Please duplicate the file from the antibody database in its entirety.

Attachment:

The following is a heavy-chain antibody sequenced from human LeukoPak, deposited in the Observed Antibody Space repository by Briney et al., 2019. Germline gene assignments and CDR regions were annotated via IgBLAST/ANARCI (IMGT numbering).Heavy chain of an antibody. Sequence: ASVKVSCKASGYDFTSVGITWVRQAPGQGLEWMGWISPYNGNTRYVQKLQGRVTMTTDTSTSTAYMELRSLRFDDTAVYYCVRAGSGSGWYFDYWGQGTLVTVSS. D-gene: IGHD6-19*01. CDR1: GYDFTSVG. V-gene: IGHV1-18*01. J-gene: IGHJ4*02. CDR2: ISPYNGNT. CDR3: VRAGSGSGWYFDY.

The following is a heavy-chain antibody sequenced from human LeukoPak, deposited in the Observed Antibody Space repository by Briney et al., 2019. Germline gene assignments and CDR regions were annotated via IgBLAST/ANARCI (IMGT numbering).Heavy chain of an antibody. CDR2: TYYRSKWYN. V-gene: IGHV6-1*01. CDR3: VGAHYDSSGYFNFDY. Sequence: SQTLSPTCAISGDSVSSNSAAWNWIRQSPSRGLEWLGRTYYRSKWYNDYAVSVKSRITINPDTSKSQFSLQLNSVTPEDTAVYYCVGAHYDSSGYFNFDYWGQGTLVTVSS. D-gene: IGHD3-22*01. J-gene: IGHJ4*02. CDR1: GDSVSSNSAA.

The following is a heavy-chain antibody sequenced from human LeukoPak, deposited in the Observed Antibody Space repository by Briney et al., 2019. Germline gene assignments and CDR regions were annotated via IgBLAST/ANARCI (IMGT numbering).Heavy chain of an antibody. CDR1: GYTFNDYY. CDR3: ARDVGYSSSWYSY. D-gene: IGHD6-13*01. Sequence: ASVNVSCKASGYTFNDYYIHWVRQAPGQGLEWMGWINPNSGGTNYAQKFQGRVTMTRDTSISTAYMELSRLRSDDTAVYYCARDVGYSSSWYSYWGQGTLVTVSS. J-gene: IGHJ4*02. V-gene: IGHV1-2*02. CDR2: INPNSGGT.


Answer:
The following is a heavy-chain antibody sequenced from human LeukoPak, deposited in the Observed Antibody Space repository by Briney et al., 2019. Germline gene assignments and CDR regions were annotated via IgBLAST/ANARCI (IMGT numbering).Heavy chain of an antibody. Sequence: ASVKVSCKASGYDFTSVGITWVRQAPGQGLEWMGWISPYNGNTRYVQKLQGRVTMTTDTSTSTAYMELRSLRFDDTAVYYCVRAGSGSGWYFDYWGQGTLVTVSS. D-gene: IGHD6-19*01. CDR1: GYDFTSVG. V-gene: IGHV1-18*01. J-gene: IGHJ4*02. CDR2: ISPYNGNT. CDR3: VRAGSGSGWYFDY.

The following is a heavy-chain antibody sequenced from human LeukoPak, deposited in the Observed Antibody Space repository by Briney et al., 2019. Germline gene assignments and CDR regions were annotated via IgBLAST/ANARCI (IMGT numbering).Heavy chain of an antibody. CDR2: TYYRSKWYN. V-gene: IGHV6-1*01. CDR3: VGAHYDSSGYFNFDY. Sequence: SQTLSPTCAISGDSVSSNSAAWNWIRQSPSRGLEWLGRTYYRSKWYNDYAVSVKSRITINPDTSKSQFSLQLNSVTPEDTAVYYCVGAHYDSSGYFNFDYWGQGTLVTVSS. D-gene: IGHD3-22*01. J-gene: IGHJ4*02. CDR1: GDSVSSNSAA.

The following is a heavy-chain antibody sequenced from human LeukoPak, deposited in the Observed Antibody Space repository by Briney et al., 2019. Germline gene assignments and CDR regions were annotated via IgBLAST/ANARCI (IMGT numbering).Heavy chain of an antibody. CDR1: GYTFNDYY. CDR3: ARDVGYSSSWYSY. D-gene: IGHD6-13*01. Sequence: ASVNVSCKASGYTFNDYYIHWVRQAPGQGLEWMGWINPNSGGTNYAQKFQGRVTMTRDTSISTAYMELSRLRSDDTAVYYCARDVGYSSSWYSYWGQGTLVTVSS. J-gene: IGHJ4*02. V-gene: IGHV1-2*02. CDR2: INPNSGGT.